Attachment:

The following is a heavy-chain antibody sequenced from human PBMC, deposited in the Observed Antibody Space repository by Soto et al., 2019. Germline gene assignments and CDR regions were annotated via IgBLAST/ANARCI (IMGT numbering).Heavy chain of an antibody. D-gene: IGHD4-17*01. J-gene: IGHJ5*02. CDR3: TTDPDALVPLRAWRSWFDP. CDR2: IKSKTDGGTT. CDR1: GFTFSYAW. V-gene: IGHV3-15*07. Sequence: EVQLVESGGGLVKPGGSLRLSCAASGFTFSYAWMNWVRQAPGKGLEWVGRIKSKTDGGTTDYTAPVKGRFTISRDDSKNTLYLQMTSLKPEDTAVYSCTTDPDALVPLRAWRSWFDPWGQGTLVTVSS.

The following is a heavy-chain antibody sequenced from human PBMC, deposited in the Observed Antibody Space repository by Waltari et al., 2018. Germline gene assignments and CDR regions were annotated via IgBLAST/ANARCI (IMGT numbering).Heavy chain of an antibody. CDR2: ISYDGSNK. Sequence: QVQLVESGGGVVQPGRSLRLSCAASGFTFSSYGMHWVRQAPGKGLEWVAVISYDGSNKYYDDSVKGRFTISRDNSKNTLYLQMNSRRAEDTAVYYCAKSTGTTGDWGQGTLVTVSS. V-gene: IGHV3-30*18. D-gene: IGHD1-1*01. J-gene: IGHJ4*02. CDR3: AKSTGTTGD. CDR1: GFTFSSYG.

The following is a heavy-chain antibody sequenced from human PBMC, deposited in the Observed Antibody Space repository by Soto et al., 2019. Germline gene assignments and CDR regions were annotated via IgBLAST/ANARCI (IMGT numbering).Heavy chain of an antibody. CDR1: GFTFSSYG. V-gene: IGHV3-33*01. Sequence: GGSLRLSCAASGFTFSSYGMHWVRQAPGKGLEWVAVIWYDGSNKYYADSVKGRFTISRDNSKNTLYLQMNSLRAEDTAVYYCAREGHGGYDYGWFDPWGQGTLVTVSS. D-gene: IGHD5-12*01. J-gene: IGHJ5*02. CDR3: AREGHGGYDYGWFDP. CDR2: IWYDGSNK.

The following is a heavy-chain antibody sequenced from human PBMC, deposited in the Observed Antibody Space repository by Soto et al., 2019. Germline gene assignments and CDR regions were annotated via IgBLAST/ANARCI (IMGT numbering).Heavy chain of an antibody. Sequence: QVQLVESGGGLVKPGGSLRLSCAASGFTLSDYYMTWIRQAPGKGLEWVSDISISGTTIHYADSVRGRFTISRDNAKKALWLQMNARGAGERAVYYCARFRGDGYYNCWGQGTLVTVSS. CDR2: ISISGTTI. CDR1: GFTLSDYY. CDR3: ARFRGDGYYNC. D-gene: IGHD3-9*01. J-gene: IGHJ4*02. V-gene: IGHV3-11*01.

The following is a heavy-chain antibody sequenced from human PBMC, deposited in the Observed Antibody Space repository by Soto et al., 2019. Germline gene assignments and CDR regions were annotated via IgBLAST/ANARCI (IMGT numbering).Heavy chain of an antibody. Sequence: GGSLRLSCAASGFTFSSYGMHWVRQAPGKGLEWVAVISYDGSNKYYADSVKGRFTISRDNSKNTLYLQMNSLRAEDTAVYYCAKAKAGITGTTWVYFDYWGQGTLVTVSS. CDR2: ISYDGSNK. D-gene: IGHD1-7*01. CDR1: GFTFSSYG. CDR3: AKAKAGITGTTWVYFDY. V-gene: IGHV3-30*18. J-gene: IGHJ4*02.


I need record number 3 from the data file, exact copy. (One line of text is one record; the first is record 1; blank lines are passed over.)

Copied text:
The following is a heavy-chain antibody sequenced from human PBMC, deposited in the Observed Antibody Space repository by Soto et al., 2019. Germline gene assignments and CDR regions were annotated via IgBLAST/ANARCI (IMGT numbering).Heavy chain of an antibody. CDR1: GFTFSSYG. V-gene: IGHV3-33*01. Sequence: GGSLRLSCAASGFTFSSYGMHWVRQAPGKGLEWVAVIWYDGSNKYYADSVKGRFTISRDNSKNTLYLQMNSLRAEDTAVYYCAREGHGGYDYGWFDPWGQGTLVTVSS. D-gene: IGHD5-12*01. J-gene: IGHJ5*02. CDR3: AREGHGGYDYGWFDP. CDR2: IWYDGSNK.